Liberal Arts colleges are struggling.   There are several articles that have been written on the demise of the liberal arts colleges and why students are chosing more targeted career driven curriculum.  It is a symptom of, what believe, to be a crisis in higher education in which college is being viewed less and less like “higher education” and rather more like a vocational training for higher paying jobs.

What does this have to do with architecture?  Well, as a profession we’ve been struggling for years with a debate concerning our own relevance.  In response to this, I believe architecture schools have begun to fall into the same trap, tailoring their curriculum not to graduate critical thinkers in the built form, but cogs in the architecture machine.  I feel this is an incorrect assumption.  And I’m not the only one.

“Architecture education should be unapologetically vocational in its ethos, not for training purposes, but concerned with lifelong learning and the practice of the next generation of architects.  Those who envisage an architectural destination and can articulate built form of human life, deserve the title ‘Architect’, and those who have it, or wish it, are urgently required.”

-Christopher Platt, Professor of Architecture at the Mackintosh School of Architecture, Glasgow (2014)

With colleges focusing more and more on simply getting a job, we’re debasing professions at large, and robbing society of a level of critical thinking that cannot be replaced.  While there is certainly a craft to the profession of architecture, a excellence in the skill of making buildings, there is more than just the ability to execute involved in good design.   I was interested to find that the very definition of “crafty” bore descriptors like “design” and “artful” whereas just the raw meaning of “craft” is simply relegated to more of a “skill”.

I’ve been interviewing and hiring young professionals for nearly a decade, and over the years I’ve seen a noticeable decline in this “craftiness” candidates bring to the table once they work for us.  Many have incredible portfolios that sing with crisp renderings and beautifully seductive designs.  They’ve been trained very well to master the softwares and presentation techniques, but they fall apart with even the most basic levels of critical thinking.


Rendering a student intern composed for us


My favorite, when presented with a presentation board or some other deliverable, is to ask them “If your final studio grade rested on what you have here, would you submit it just like it is?”  Often there are silly mistakes, the wrong date, spelling errors, etc. but that’s not what I’m talking about.  What I really want to know is if they put their design soul into what they are giving me.  Are they passionate about the result, have they explored all reasonable alternatives, do they honestly believe that what they have generate is the best thing for the client, and the best thing this form can produce?

I love it when colleagues second guess me.  I love the discourse that follows.  Sure, sometimes opinions cannot be reconciled, and it comes down to “do it because I said so” but that is very, very rare.  Typically, those conversations lead down really interesting avenues of discovery, and almost always end up with a better design for the client.   To that end, there is a craftiness in architecture that moves well outside the realm of simply adhering to a “program”.  Anyone who has taken the NCARB graphic exams knows, you can solve for a complicated program by cobbling together a terrible design.  It may be technically correct, but that doesn’t mean this is what is best for the client.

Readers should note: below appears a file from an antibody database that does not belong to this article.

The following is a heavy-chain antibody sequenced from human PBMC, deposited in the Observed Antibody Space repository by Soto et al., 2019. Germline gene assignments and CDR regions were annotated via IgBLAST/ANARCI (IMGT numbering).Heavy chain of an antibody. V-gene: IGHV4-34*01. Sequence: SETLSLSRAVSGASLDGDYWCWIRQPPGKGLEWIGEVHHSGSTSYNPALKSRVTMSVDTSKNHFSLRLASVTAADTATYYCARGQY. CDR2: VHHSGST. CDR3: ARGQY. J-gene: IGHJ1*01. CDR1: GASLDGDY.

What I fear is the easy path cloaked in beautiful trappings.  It feels like much of the work I see from new graduates gets the problem solving out of the way, then looks for a post rationalization for the exterior trappings that justifies a form they find appealing.


I love process sketches.  Increasingly I’ve delved deeper and deeper into the portfolio of prospective employees to see how they think, not just what they produce.  Frankly, with the prolific access to software, beautiful renderings have become too easy.  They are a poor representation of how a graduate thinks, how they solve problems, what rigor they go through to achieve their ends.  While this has always been true, I see them less and less.  Often this is because students rarely sketch anymore, or build study models, or really explore multiple ways of looking at a problem.  They find a big idea, they dig up an architect’s work to emulate, and they synthesize the two in a sexy rendering.

There is no craftiness there.

There is a craftiness in design.  There is a craftiness in working with contractors.  There is a craftiness in interpreting the code.  It’s easy to find reasons why you can’t do something, but much more difficult to find ways that you can.  I’ve found myself having to teach young professionals to simply second guess, to critically analyze and to really think about what they are designing.  The beauty of what we do is there’s no set of stereo instruction on how to make a good design.  If you give five different architects a problem, it’s fundamentally beautiful that they’ll come up with five different solutions, and each may be just as valid as the other.


Craftiness is rarely sexy.  Craftiness is found in convincing a code official in an interpretation that allows the architect to solve a problem they couldn’t otherwise.   Craftiness is found in the unconventional use of a material that meets the performance goals, the price point, and the aesthetic concerns. Craftiness transcends the “craft” of simply building, and makes it architecture.